Baltimore County annually releases a “Point in Time” survey of homeless populations. This year’s report continues to show growing numbers of people who are homeless, including those that use county sheltering as well as those who remain unsheltered.
While not an official count, this “any given day” measurement counted 919 homeless individuals on January 23, 2013. It is estimated that there are actually thousands of homeless individuals in Baltimore County. These survey results also consistently suggest that Dundalk and Essex retain some of the highest numbers and percentages of individuals who are homeless of all the county communities.
As most readers know, the need to address the homelessness challenge has been an issue I have been raising for years with county officials. My call has been for the development of a comprehensive site for the homeless that addresses the needs of the homeless population while remaining sensitive to core business corridors and residential neighborhoods. I had long been an advocate for leveraging the Diamond Point Shopping Center as one such solution.
While that recommendation was not taken, a plan is now in place to expand and relocate the Health Care for the Homeless Baltimore County medical clinic as well as the Eastern Family Resource Center, which provides housing, meals, job assistance, and other services to the homeless and families in need. These services will be in a new, 60,000-square-foot building on the campus of MedStar Franklin Square at a cost of approximately $14 million. Of that amount, I was part of a successful effort last year to secure state funding in the amount of $4.875 million; Baltimore County has pledged $4 million; and MedStar Health will donate $5 million. Currently, architects are being sought to develop some planning of this transition. When complete, this will open up considerable new capacity to address challenges associated with homelessness.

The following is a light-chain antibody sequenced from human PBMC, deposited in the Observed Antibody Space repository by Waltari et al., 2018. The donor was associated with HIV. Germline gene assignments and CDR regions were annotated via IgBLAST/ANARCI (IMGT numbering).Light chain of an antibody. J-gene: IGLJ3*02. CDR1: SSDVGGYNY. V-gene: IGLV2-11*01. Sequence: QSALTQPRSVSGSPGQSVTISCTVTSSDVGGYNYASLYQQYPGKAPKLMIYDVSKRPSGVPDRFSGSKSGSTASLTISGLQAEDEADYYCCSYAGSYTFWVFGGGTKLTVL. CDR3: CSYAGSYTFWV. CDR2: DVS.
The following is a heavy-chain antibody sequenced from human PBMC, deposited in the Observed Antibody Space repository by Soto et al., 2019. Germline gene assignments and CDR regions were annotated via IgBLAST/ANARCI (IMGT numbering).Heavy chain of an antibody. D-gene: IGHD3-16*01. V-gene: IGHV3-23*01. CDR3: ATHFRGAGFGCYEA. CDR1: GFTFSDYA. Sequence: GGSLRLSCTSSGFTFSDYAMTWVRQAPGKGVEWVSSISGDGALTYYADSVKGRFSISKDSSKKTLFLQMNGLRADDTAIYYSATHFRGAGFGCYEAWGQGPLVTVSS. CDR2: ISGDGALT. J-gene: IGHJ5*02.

I have also supported legislation that now prevents panhandling on street corners in Baltimore County without a valid permit and I have engaged the police department to request a more active presence in our major commercial centers.
But these efforts are only the beginning of our work on addressing the challenges of homelessness in our area. Among other needs, we will still need to find ways to get the homeless to the available services, and continue to find ways to make our centers of commerce places where shoppers feel comfortable and welcomed.
To that end, I am hosting a homelessness summit for our district on Monday, Oct. 28th from 6:30 until 8:00pm in the North Point Library meeting room. At the summit, detailed information about the county’s “Point in Time” survey and 10-year plan to combat homelessness will be shared and discussed.
Additionally, I have invited the police department, community and business leaders and other interested parties to share their take on the issue. It is my hope that this dialogue can be one more important step in addressing the shared challenges we face as a community and district.
Anyone concerned about the impact of homelessness on individuals, our communities, and our business climate should attend. I hope to see you there.